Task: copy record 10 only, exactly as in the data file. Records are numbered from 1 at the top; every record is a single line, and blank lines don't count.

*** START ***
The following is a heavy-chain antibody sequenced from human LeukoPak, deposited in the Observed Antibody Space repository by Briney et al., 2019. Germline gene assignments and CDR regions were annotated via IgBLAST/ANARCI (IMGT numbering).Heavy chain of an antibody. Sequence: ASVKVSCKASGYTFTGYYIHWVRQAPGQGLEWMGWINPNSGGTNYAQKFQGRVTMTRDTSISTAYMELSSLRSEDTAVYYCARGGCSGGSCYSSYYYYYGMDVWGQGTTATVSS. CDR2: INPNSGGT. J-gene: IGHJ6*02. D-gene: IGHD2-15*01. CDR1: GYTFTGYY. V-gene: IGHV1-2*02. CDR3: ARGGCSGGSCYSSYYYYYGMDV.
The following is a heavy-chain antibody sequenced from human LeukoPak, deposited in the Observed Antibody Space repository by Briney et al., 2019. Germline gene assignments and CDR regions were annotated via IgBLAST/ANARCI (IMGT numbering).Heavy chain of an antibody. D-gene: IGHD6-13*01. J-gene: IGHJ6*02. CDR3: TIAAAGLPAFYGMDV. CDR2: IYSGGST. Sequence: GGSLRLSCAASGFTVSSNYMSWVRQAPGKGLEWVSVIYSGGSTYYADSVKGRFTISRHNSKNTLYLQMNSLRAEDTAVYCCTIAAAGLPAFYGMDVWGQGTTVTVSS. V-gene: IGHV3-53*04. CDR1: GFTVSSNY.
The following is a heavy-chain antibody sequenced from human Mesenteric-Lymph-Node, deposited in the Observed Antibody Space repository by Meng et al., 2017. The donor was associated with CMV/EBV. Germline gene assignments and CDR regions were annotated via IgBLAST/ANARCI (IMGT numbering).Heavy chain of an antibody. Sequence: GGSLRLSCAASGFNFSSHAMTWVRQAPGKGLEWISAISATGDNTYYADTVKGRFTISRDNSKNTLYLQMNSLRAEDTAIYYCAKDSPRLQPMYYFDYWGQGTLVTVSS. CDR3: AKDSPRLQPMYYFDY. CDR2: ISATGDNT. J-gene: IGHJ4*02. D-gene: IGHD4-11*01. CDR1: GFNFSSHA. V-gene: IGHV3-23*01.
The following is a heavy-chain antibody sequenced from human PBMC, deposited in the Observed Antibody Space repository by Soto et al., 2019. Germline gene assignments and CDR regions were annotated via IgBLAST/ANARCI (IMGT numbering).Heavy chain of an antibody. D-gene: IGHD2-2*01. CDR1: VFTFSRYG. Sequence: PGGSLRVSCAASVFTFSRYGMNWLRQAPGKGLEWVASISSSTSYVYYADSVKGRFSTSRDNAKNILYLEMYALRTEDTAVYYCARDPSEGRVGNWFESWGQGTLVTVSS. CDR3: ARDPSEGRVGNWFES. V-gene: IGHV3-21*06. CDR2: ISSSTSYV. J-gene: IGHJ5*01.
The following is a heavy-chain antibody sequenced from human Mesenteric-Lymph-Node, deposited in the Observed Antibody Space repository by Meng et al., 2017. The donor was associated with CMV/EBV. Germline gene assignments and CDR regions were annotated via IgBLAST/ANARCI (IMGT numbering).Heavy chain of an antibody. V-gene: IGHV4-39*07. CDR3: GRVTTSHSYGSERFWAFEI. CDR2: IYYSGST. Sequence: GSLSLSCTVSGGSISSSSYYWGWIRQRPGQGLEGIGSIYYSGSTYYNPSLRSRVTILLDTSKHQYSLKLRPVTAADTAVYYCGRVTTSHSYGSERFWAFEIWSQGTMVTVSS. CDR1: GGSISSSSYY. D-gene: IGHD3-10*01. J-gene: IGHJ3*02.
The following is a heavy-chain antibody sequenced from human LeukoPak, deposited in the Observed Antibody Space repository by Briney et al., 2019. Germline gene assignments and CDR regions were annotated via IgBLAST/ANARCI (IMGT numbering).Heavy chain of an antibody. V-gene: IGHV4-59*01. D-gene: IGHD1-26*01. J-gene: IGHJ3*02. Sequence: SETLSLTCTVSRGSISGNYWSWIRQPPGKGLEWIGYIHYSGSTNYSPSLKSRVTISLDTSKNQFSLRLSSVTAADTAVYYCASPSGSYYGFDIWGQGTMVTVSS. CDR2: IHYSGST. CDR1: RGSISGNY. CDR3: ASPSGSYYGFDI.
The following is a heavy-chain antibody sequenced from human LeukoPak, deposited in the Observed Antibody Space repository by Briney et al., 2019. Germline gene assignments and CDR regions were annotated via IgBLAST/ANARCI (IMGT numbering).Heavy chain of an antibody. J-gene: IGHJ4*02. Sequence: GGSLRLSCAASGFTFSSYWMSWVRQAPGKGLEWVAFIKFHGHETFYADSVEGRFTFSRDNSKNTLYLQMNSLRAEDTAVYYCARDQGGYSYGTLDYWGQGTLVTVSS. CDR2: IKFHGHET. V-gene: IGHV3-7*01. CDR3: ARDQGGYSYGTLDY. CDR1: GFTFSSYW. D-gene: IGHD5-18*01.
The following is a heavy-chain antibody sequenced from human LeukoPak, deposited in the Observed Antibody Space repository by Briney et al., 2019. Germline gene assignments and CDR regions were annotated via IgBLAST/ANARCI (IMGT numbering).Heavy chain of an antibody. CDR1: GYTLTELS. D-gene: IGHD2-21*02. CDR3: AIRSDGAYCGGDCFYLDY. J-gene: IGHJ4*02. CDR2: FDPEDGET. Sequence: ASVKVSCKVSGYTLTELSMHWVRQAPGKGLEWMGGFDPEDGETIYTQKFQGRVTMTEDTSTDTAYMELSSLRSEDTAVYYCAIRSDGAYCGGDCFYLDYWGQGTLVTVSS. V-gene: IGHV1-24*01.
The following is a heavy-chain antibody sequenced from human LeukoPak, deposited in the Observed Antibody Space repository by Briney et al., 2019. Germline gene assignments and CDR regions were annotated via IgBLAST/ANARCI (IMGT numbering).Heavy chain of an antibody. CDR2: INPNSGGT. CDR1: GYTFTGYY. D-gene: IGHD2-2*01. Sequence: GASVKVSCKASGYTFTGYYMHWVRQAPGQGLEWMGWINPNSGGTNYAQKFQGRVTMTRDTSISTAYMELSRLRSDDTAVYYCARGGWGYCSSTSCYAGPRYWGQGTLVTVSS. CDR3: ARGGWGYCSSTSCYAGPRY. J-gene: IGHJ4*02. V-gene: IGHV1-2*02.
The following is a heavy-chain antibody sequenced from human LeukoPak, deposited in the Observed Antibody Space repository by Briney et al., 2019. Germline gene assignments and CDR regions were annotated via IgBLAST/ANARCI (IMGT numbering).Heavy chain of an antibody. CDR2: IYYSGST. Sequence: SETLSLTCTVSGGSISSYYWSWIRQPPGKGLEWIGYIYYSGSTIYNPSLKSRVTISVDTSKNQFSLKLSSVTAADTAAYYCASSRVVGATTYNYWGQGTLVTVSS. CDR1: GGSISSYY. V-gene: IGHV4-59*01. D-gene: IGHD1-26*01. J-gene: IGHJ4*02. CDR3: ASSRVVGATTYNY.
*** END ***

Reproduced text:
The following is a heavy-chain antibody sequenced from human LeukoPak, deposited in the Observed Antibody Space repository by Briney et al., 2019. Germline gene assignments and CDR regions were annotated via IgBLAST/ANARCI (IMGT numbering).Heavy chain of an antibody. CDR2: IYYSGST. Sequence: SETLSLTCTVSGGSISSYYWSWIRQPPGKGLEWIGYIYYSGSTIYNPSLKSRVTISVDTSKNQFSLKLSSVTAADTAAYYCASSRVVGATTYNYWGQGTLVTVSS. CDR1: GGSISSYY. V-gene: IGHV4-59*01. D-gene: IGHD1-26*01. J-gene: IGHJ4*02. CDR3: ASSRVVGATTYNY.